Idle and Physics ProcessingΒΆ

Games run in a loop. Each frame, you need to update the state of your game world before drawing it on screen. Godot provides two virtual methods in the Node class to do so: Node._process() and Node._physics_process(). If you define either or both in a script, the engine will call them automatically.

There are two types of processing available to you:

  1. Idle processing allows you to run code that updates a node every frame, as often as possible.

  2. Physics processing happens at a fixed rate, 60 times per second by default. This is independent of your game's actual framerate, and keeps physics running smoothly. You should use it for anything that involves the physics engine, like moving a body that collides with the environment.

You can activate idle processing by defining the _process() method in a script. You can turn it off and back on by calling Node.set_process().

The engine calls this method every time it draws a frame:

func _process(delta):
    # Do something...

Keep in mind that the frequency at which the engine calls _process() depends on your application's framerate, which varies over time and across devices.

The function's delta parameter is the time elapsed in seconds since the previous call to _process(). Use this parameter to make calculations independent of the framerate. For example, you should always multiply a speed value by delta to animate a moving object.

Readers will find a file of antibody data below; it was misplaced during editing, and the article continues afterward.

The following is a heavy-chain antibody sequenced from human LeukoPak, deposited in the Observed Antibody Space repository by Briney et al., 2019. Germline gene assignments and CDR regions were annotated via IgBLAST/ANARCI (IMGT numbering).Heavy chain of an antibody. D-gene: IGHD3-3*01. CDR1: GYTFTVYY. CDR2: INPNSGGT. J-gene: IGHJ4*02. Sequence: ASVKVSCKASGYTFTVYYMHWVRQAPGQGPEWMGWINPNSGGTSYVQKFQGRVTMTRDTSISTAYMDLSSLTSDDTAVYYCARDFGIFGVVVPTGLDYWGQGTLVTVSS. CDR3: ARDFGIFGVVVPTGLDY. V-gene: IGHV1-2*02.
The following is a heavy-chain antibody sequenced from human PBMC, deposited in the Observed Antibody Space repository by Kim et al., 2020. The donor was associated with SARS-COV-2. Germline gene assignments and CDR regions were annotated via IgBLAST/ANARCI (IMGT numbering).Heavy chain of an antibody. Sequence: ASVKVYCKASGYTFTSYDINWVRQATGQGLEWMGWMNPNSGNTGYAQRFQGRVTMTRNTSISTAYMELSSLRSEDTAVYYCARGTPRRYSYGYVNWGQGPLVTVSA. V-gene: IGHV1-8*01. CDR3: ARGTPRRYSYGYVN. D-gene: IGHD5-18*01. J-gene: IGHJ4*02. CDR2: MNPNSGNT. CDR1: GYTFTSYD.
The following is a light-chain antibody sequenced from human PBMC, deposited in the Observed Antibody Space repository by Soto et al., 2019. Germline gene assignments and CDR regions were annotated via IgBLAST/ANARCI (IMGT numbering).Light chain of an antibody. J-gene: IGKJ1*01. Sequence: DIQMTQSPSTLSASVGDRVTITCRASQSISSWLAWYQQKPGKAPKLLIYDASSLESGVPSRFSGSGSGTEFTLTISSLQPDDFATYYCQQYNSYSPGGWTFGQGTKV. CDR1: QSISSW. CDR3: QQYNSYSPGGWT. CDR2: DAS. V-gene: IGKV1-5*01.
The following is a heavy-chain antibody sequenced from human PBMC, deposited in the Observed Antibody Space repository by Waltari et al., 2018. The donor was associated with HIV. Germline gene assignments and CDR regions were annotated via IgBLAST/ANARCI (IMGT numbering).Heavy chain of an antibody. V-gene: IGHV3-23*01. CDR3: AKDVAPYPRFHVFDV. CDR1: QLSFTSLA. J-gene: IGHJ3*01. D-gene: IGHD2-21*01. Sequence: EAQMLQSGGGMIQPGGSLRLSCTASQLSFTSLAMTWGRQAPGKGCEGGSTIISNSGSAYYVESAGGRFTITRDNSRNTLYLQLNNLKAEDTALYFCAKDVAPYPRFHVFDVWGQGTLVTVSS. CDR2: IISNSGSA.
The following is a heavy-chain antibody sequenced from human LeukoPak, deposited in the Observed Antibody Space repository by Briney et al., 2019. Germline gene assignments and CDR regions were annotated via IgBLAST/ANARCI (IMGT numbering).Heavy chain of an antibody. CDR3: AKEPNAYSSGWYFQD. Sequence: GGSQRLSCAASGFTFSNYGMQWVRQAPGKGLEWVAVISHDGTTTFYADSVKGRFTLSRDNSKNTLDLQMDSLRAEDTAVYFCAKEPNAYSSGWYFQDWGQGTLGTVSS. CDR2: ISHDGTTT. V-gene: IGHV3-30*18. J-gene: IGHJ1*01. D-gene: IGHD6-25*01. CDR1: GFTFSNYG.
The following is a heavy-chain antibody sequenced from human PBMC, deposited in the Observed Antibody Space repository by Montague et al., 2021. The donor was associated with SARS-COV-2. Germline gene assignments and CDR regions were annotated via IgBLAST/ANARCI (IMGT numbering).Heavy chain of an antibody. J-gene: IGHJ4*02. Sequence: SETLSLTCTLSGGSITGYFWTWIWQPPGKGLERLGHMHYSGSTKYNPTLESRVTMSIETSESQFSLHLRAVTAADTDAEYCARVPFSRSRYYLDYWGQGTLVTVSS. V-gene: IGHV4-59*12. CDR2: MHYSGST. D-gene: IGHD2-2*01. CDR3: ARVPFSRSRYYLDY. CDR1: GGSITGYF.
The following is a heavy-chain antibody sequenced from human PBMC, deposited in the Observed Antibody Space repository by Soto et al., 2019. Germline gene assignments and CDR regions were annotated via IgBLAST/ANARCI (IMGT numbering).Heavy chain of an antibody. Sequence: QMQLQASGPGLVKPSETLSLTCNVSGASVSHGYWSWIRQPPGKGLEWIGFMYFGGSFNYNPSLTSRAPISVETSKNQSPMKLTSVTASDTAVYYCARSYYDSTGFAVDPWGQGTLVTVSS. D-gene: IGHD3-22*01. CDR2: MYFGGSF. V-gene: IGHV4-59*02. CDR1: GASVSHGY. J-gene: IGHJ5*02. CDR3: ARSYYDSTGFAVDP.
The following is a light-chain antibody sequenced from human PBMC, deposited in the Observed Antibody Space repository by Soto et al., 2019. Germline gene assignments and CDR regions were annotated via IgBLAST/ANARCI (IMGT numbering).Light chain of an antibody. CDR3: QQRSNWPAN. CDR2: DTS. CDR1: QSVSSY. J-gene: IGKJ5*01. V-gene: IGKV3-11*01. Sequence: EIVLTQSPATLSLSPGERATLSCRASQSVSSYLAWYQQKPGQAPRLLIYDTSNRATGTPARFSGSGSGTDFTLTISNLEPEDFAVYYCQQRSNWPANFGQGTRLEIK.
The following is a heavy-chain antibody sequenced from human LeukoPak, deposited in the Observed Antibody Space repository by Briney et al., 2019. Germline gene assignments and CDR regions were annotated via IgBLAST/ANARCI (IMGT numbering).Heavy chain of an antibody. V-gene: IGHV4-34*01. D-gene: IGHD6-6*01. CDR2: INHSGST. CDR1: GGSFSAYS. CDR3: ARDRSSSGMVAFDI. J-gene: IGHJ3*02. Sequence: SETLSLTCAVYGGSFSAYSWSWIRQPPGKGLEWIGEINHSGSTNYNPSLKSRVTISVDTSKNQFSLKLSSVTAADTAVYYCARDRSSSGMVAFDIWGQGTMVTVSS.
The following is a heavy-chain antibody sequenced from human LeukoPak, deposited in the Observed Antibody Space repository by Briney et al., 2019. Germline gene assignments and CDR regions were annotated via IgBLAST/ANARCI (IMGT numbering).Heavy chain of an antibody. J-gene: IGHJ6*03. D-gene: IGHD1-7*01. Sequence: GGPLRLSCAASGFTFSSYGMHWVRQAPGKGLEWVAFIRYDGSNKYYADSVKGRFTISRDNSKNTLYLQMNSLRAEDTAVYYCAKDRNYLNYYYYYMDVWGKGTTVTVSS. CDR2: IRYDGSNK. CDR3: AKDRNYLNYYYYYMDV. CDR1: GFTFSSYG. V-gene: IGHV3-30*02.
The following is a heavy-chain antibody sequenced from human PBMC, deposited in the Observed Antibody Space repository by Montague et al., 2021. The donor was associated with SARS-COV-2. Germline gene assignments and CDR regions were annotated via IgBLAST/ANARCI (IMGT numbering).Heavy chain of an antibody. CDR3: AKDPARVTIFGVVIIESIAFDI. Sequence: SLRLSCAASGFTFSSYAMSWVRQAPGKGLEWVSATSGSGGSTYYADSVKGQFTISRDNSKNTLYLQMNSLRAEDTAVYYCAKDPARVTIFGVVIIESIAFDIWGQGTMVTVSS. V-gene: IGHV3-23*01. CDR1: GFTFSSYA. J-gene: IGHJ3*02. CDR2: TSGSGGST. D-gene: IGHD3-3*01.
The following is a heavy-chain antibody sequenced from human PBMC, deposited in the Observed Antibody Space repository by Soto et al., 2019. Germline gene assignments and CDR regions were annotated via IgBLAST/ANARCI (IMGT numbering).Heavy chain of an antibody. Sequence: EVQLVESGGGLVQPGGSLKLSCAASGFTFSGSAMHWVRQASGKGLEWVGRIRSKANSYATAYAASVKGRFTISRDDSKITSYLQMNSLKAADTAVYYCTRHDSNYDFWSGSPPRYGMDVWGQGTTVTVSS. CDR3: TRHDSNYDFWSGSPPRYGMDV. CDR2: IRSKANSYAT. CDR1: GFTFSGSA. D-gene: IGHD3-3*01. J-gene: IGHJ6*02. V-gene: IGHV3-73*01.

Physics processing works with a similar virtual function: _physics_process(). Use it for calculations that must happen before each physics step, like moving a character that collides with the game world. As mentioned above, _physics_process() runs at fixed time intervals as much as possible to keep the physics interactions stable. You can change the interval between physics steps in the Project Settings, under Physics -> Common -> Physics Fps. By default, it's set to run 60 times per second.

The engine calls this method before every physics step:

func _physics_process(delta):
    # Do something...

The function _process() is not synchronized with physics. Its rate depends on hardware and game optimization. It also runs after the physics step in single-threaded games.

You can see the _process() function at work by creating a scene with a single Label node, with the following script attached to it:

extends Label

var time = 0

func _process(delta):
    time += delta
    text = str(time) # 'text' is a built-in Label property.

When you run the scene, you should see a counter increasing each frame.